Cannulation during hemodialysis (HD) may not only be painful but is also associated with worse outcomes. Having a higher pain score during fistula cannulation is independently associated with missing HD sessions (1). It has been shown that missing just one session over a course of a few months is associated with a 68% higher rate of mortality (2). Moreover, untreated pain may increase the risk of developing needle phobia, tachycardia, and vasovagal syncope and contribute to future noncompliance. For all of these reasons, it is essential to consider managing pain with cannulation.
A number of strategies can help reduce pain associated with access cannulation, such as local anesthetic agents, topical heat, cryotherapy, and aromatherapy (3). Additionally, music interventions have been found to provide an effective complementary approach for the relief of acute, procedural, and cancer/chronic pain in the medical setting (4).
In a recent CJASN study, Inayama and colleagues (5) evaluated the role of music on decreasing pain during cannulation of HD access. The multicenter, single-blinded, crossover, randomized trial recruited 121 patients from five dialysis facilities in Japan who reported pain on cannulation. The treatment group listened to Mozart for 8 minutes before the cannulation procedure and underwent a cannulation while listening to music. To reduce the risk of bias, the authors set their control group as “white noise” rather than “no sound.” Using a visual analog scale score, they found that cannulation pain can be reduced by 12% when patients listen to music. Although there was no significant difference in anxiety, vital signs, or stress markers, the ability to reduce pain with minimal cost was substantial.
There were important limitations to the study, such as gender and culture. Needle fear and needle phobia have been found to be more prevalent in women than in men (6), and yet, in this study, 71% of the participants were male. Although Mozart is appreciated by many people around the world, the music may not be familiar to some. We must consider how a patient’s background may play a role in response to the type of music played. It is unclear if the therapeutic effect of Mozart’s sonata is generalizable or is directly related to the “enjoyment” the person may experience listening to this particular music. A study that examines combining various adjuncts listed above is lacking in the literature and would provide a better algorithm to reduce pain.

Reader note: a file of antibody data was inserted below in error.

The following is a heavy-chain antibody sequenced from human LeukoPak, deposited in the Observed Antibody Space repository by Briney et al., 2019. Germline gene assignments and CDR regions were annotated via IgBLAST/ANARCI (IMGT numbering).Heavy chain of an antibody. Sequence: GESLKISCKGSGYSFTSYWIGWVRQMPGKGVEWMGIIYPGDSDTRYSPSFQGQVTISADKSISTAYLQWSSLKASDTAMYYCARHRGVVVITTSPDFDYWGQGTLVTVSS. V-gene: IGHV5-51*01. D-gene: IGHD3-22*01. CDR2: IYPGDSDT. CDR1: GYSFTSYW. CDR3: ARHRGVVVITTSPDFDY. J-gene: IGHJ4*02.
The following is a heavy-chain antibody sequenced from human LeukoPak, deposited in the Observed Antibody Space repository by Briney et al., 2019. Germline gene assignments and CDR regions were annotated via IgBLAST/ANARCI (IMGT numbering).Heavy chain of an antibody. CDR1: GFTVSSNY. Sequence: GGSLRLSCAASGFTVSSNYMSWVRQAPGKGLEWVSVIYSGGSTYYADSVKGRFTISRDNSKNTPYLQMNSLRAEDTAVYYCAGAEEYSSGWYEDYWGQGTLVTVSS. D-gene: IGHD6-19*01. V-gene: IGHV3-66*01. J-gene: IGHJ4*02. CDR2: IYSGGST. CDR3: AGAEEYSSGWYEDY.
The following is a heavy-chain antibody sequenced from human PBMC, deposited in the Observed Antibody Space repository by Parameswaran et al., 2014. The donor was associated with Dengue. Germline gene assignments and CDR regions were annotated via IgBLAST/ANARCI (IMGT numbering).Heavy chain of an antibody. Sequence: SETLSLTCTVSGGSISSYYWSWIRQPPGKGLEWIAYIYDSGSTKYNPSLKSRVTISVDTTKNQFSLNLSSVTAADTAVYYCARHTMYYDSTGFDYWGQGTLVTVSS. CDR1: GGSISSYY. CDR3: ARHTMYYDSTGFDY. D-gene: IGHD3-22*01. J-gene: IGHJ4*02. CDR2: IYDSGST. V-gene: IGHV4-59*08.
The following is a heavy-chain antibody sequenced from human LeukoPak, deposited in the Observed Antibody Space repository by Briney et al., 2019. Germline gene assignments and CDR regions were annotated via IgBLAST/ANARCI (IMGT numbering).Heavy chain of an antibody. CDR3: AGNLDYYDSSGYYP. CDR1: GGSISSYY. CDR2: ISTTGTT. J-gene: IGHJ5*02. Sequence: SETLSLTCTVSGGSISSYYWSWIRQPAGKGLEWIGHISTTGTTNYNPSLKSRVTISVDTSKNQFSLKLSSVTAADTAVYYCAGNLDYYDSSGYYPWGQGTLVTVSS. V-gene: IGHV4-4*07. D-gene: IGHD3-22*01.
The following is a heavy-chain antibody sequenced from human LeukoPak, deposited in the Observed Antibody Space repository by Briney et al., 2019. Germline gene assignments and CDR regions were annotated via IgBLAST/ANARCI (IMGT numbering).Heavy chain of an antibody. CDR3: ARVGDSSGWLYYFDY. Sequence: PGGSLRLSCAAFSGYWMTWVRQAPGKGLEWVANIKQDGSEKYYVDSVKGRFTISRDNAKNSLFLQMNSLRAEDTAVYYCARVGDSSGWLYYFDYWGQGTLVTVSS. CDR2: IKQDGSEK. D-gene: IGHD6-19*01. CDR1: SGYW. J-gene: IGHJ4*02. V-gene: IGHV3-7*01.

Overall, the outcomes of the study focused on patient satisfaction and could lead to improved, long-term use of access sites. Poor cannulation habits can lead to complications related to access. The 2019 Kidney Disease Outcomes Quality Initiative (KDOQI) Guidelines recommend rope ladder cannulation as the preferred cannulation technique for arteriovenous fistulas (7). However, patients who experience pain with cannulation may prefer the “area cannulation” technique in which the same site is repeatedly accessed, causing scarring, nerve damage, and then less pain in subsequent accesses. This technique leads to aneurysm formations, decreases the life span of the fistula, and should be avoided (7, 8). With pain reduction, the technique of area cannulation can finally be a thing of the past.
Music during dialysis access cannulation provides no added risk to the patient or facility and is simple to implement in dialysis centers. The CJASN study (5) did highlight the use of music as an adjunct to reduce pain.
Outcomes of various pain management techniques during HD access cannulation were analyzed in a recent systematic review of 35 studies (3). Cryotherapy was found to be the best adjunctive technique to reduce cannulation pain. Authors concluded that other interventions, such as aromatherapy, thermotherapy, and transcutaneous electrical stimulation, need further testing in a larger population to ascertain the effectiveness of pain reduction. None of the studies included in the analysis combined alternative therapies together to achieve an augmented effect. There is a clear need for further studies to determine which combinations of adjuncts can provide the most pain relief for our patients.
Tohme F, et al. Predictors and outcomes of non-adherence in patients receiving maintenance hemodialysis. Int Urol Nephrol 2017; 49:1471–1479. doi: 10.1007/s11255-017-1600-4
Al Salmi I, et al. Missed hemodialysis treatments: International variation, predictors, and outcomes in the Dialysis Outcomes and Practice Patterns Study (DOPPS). Am J Kidney Dis 2018; 72:634–643. doi: 10.1053/j.ajkd.2018.04.019
Alzaatreh MY, Abdalrahim MS. Management strategies for pain associated with arteriovenous fistula cannulation: An integrative literature review. Hemodial Int 2020; 24:3–11. doi: 10.1111/hdi.12803
Inayama E, et al. Effect of music in reducing pain during hemodialysis access cannulation. Clin J Am Soc Nephrol 2022; 17:1337–1345. doi: 10.2215/CJN.00360122
McLenon J, Rogers MAM. The fear of needles: A systematic review and meta-analysis. J Adv Nurs 2019; 75:30–42. doi: 10.1111/jan.13818
Lok CE, et al. KDOQI Clinical Practice Guideline for Vascular Access: 2019 update. Am J Kidney Dis 2020; 75(4 Suppl 2):S1–S164. doi: 10.1053/j.ajkd.2019.12.001
Parisotto MT, et al. Cannulation technique influences arteriovenous fistula and graft survival. Kidney Int 2014; 86:790–797. doi: 10.1038/ki.2014.96